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Re: [bagder/curl] 13606b: build: make use of 93 lib/*.c renamed files

From: Daniel Stenberg <>
Date: Sat, 5 Jan 2013 20:53:44 +0100 (CET)

On Fri, 4 Jan 2013, Yang Tse wrote:

First: thanks a lot for your calm and sensible approach to this Yang.

> If the above mentioned two workarounds are not enough to overcome so called
> 'breakage of history across renames' it is not libcurl's fault, It is simply
> git's and github's idiosyncrasy, lack of features or design limitations, you
> choose. In any case we would be accepting that, intentional or not,
> limitations on current version control system (git) or relative tools
> (Github, gitk and others) restricts project development, organization and
> freedom on what the project can do and what not.

We use tools for version control. These tools have limits and drawbacks. We
need to live with these limits as good as possible. Pretending that they don't
exist will not help us. When we used CVS we basically *never* renamed because
of CVS' complete lack of support for it. When we changed to git we got a lot
of more features and support but some things are still hard or tricky, and
file renaming are one of those things that will remain hard to get really
smooth in *all* version control systems so I think it is still a good idea to
only rename when really necessary. At least these days we don't lose history
in renames.

> For libcurl public versions there should be no need to be doing that kind of
> cherry-pick backporting, we grant backwards compatibility, although I
> understand that once in a while there exists the possibility that some 'lets
> call it distro' might want to release a downstream interim release with some
> specific bug fix.
> Can someone, please, point out distros which do this kind of libcurl interim
> releases?

This is a fairly common practise among many distributions. I see it all the
time, and it isn't really "interim releases" in their view but instead bug
fixes to an existing release. Distros release [curl version]-[distro num],
where [distro num] will get increased for every new release they do of the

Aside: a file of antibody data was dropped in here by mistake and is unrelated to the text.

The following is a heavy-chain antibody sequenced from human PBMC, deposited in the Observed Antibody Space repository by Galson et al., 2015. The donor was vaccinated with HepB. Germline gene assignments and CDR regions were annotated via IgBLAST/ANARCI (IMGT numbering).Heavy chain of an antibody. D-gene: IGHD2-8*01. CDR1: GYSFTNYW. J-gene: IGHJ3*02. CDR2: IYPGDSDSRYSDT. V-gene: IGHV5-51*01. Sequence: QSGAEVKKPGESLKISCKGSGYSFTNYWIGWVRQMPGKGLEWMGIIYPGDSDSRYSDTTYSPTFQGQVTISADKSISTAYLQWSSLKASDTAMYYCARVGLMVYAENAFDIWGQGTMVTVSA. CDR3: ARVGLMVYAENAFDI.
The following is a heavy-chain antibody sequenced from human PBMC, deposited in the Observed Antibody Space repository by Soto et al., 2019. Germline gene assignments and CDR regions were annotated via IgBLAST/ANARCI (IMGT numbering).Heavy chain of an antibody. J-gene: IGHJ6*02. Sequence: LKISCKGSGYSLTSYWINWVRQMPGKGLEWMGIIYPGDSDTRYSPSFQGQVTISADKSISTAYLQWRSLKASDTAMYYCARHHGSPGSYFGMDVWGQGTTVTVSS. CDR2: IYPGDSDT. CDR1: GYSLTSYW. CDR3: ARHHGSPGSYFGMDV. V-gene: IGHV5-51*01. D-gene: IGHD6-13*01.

same upstream version. Mostly I see them do that with bug fixes, and
especially if the bug report originates from within their own bug trackers -
and often the actual fix is even provided or worked on by people from that
distro. And of course distros tend to maintain a number of different versions
at once.

The sort of patches I also see a lot of that I had in mind originally are
those that more special purpose distributions do. Things that they think their
users should have but aren't done in ways that they think are suitable for us
in the curl project. They then make a patch for their own build/source that
can remain lingering in their build system for a very long time. We've seen
this in several embedded focused distros but we've also seen it done by
FreeBSD and others.

All this said: I don't think we need to bend over backwards to help
distributions do funny patching. But I think we should keep this downstream
infrastructure in mind so that we don't upset or cause unnecessary grief to
them as they actually help users use our project.

> So please, either way express yourselves again. I don't want to goof it
> twice in a row.

I've re-read the arguments and I've really given this some extra thoughts
since I last spoke up. I am in favour of pushing the revertion commit.

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Received on 2013-01-05